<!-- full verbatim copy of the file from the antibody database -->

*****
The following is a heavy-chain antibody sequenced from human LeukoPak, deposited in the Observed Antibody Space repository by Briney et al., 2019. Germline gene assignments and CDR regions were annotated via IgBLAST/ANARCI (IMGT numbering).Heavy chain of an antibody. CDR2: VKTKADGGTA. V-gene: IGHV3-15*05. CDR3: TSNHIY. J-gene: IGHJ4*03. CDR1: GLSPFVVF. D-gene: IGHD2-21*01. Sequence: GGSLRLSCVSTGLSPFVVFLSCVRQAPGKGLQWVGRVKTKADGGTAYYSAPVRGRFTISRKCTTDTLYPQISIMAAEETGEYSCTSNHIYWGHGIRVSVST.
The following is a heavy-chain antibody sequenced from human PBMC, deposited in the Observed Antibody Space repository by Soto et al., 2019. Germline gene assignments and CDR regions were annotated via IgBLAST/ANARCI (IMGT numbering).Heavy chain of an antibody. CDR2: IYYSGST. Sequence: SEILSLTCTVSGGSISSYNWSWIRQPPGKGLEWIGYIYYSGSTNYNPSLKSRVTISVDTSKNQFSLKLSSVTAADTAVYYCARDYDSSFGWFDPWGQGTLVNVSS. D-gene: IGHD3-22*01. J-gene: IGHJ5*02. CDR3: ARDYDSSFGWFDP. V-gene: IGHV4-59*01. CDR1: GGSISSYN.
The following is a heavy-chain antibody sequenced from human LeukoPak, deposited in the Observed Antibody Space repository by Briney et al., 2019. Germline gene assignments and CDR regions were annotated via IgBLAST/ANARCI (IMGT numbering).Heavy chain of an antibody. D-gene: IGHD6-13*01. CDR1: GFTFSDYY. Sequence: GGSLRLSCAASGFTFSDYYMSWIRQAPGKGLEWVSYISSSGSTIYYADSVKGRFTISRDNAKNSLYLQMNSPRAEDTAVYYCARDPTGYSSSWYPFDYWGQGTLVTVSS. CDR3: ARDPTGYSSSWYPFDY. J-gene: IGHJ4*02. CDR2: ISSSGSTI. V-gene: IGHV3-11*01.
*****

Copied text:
The following is a heavy-chain antibody sequenced from human LeukoPak, deposited in the Observed Antibody Space repository by Briney et al., 2019. Germline gene assignments and CDR regions were annotated via IgBLAST/ANARCI (IMGT numbering).Heavy chain of an antibody. CDR2: VKTKADGGTA. V-gene: IGHV3-15*05. CDR3: TSNHIY. J-gene: IGHJ4*03. CDR1: GLSPFVVF. D-gene: IGHD2-21*01. Sequence: GGSLRLSCVSTGLSPFVVFLSCVRQAPGKGLQWVGRVKTKADGGTAYYSAPVRGRFTISRKCTTDTLYPQISIMAAEETGEYSCTSNHIYWGHGIRVSVST.
The following is a heavy-chain antibody sequenced from human PBMC, deposited in the Observed Antibody Space repository by Soto et al., 2019. Germline gene assignments and CDR regions were annotated via IgBLAST/ANARCI (IMGT numbering).Heavy chain of an antibody. CDR2: IYYSGST. Sequence: SEILSLTCTVSGGSISSYNWSWIRQPPGKGLEWIGYIYYSGSTNYNPSLKSRVTISVDTSKNQFSLKLSSVTAADTAVYYCARDYDSSFGWFDPWGQGTLVNVSS. D-gene: IGHD3-22*01. J-gene: IGHJ5*02. CDR3: ARDYDSSFGWFDP. V-gene: IGHV4-59*01. CDR1: GGSISSYN.
The following is a heavy-chain antibody sequenced from human LeukoPak, deposited in the Observed Antibody Space repository by Briney et al., 2019. Germline gene assignments and CDR regions were annotated via IgBLAST/ANARCI (IMGT numbering).Heavy chain of an antibody. D-gene: IGHD6-13*01. CDR1: GFTFSDYY. Sequence: GGSLRLSCAASGFTFSDYYMSWIRQAPGKGLEWVSYISSSGSTIYYADSVKGRFTISRDNAKNSLYLQMNSPRAEDTAVYYCARDPTGYSSSWYPFDYWGQGTLVTVSS. CDR3: ARDPTGYSSSWYPFDY. J-gene: IGHJ4*02. CDR2: ISSSGSTI. V-gene: IGHV3-11*01.